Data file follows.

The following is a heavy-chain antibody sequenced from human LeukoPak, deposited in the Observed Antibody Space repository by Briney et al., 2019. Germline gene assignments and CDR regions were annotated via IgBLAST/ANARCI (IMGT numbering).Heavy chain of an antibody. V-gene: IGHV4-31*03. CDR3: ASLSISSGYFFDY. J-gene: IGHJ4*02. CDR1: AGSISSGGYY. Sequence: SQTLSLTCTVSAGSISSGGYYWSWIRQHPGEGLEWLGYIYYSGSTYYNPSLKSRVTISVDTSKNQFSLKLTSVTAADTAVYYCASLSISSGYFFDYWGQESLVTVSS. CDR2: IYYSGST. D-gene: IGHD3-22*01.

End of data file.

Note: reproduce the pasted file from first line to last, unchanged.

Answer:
The following is a heavy-chain antibody sequenced from human LeukoPak, deposited in the Observed Antibody Space repository by Briney et al., 2019. Germline gene assignments and CDR regions were annotated via IgBLAST/ANARCI (IMGT numbering).Heavy chain of an antibody. V-gene: IGHV4-31*03. CDR3: ASLSISSGYFFDY. J-gene: IGHJ4*02. CDR1: AGSISSGGYY. Sequence: SQTLSLTCTVSAGSISSGGYYWSWIRQHPGEGLEWLGYIYYSGSTYYNPSLKSRVTISVDTSKNQFSLKLTSVTAADTAVYYCASLSISSGYFFDYWGQESLVTVSS. CDR2: IYYSGST. D-gene: IGHD3-22*01.